On a recent business trip I had the opportunity to experience 19 hours of flight delays.
Now, I will not claim to be a ‘relaxed’ or ‘easygoing’ traveler at the best of times (control issues) but this time I was particularly anxious to return to NYC as I had back-to-back speaking engagements.
Suffice to say, I was tense when I got to the airport and discovered we were delayed. I was extremely tense when the second round of delays was announced. I was grateful when we boarded the plane, devastated when we were told to deplane. Elated when we re-boarded an hour later and apoplectic when we were told to get off.
After arriving at the hotel, pulling back the covers and finding the last occupant’s Chapstick,I was glued to the ceiling for the night.
I’m fairly certain I underwent modified system failure when, on arriving at the airport the next morning, I learned we were…wait for it…delayed.
It was at this point that the perky airline representative said flippantly, “I bet if somebody comes out here and starts giving away free snacks because this flight is canceled you are going to freak out.”
Um…. wrong tone.
And while I have no doubt she was trying to bring a bit of levity to a tense moment, it w.a.s n.o.t. t.h.e. t.i.m.e.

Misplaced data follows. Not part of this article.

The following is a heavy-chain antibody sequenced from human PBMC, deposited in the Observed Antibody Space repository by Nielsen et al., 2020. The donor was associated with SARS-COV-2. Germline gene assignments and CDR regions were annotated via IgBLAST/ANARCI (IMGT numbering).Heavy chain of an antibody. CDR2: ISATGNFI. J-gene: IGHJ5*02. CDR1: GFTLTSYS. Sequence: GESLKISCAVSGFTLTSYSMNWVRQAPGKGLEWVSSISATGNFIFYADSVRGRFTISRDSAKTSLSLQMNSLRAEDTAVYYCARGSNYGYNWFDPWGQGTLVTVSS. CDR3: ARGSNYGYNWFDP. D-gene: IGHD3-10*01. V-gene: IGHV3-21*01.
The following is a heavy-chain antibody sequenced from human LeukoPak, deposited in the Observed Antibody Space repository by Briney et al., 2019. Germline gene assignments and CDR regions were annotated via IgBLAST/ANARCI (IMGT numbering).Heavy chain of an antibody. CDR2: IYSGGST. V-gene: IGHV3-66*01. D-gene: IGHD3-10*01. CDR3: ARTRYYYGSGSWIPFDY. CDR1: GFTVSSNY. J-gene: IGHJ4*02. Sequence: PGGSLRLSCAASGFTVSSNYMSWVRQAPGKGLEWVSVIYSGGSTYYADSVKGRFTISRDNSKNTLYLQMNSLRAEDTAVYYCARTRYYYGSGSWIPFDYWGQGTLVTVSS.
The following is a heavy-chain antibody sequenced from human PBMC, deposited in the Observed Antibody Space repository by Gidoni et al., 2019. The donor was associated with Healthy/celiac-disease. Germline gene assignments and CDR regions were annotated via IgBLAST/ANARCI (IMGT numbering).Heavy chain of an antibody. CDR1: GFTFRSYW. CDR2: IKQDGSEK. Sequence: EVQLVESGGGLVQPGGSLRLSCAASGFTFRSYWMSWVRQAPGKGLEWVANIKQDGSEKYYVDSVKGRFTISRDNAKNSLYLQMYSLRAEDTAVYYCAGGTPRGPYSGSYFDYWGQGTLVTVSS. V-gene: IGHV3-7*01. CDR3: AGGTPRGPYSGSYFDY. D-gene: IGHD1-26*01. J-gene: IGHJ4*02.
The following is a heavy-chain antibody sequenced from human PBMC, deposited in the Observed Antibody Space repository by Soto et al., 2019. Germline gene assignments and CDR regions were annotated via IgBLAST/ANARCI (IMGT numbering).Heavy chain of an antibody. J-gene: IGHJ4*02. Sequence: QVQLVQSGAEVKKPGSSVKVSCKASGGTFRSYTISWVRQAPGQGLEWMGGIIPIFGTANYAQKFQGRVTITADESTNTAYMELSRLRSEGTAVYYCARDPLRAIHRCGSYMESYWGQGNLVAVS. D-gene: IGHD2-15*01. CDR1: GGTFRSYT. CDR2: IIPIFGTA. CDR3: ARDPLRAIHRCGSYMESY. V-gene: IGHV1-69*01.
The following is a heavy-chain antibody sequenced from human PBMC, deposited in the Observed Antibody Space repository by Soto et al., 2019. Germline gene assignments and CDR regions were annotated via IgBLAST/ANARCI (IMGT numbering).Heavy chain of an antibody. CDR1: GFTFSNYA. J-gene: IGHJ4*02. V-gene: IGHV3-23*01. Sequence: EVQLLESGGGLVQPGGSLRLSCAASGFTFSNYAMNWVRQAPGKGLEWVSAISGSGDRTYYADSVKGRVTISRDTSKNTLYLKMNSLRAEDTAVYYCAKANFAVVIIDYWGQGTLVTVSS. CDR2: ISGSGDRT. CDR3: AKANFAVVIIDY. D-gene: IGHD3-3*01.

What happened next? I suggested to her (in a somewhat different tone) that it was important to consider the possible mental state of the people to whom she speaking.
How does this apply to you? Day-to-day, it’s something to consider when you enter a meeting halfway through; when you’re the pre-lunch presenter in a day of pitch meetings; when you’re the last speaker at a daylong conference.
Because while you may (and should!) be bright-eyed and bushy-tailed—filled with enthusiasm for your subject—it’s possible your listeners are suffering from inter-office tension, poor ventilation, low blood sugar, lousy seating, and general malaise.
So while I always want you to bring your best self to the circumstances in which you are speaking, I want you to be equally aware of the possible mental/emotional/physical state of your audience.
Because you never want to flip them off.
Frances Cole Jones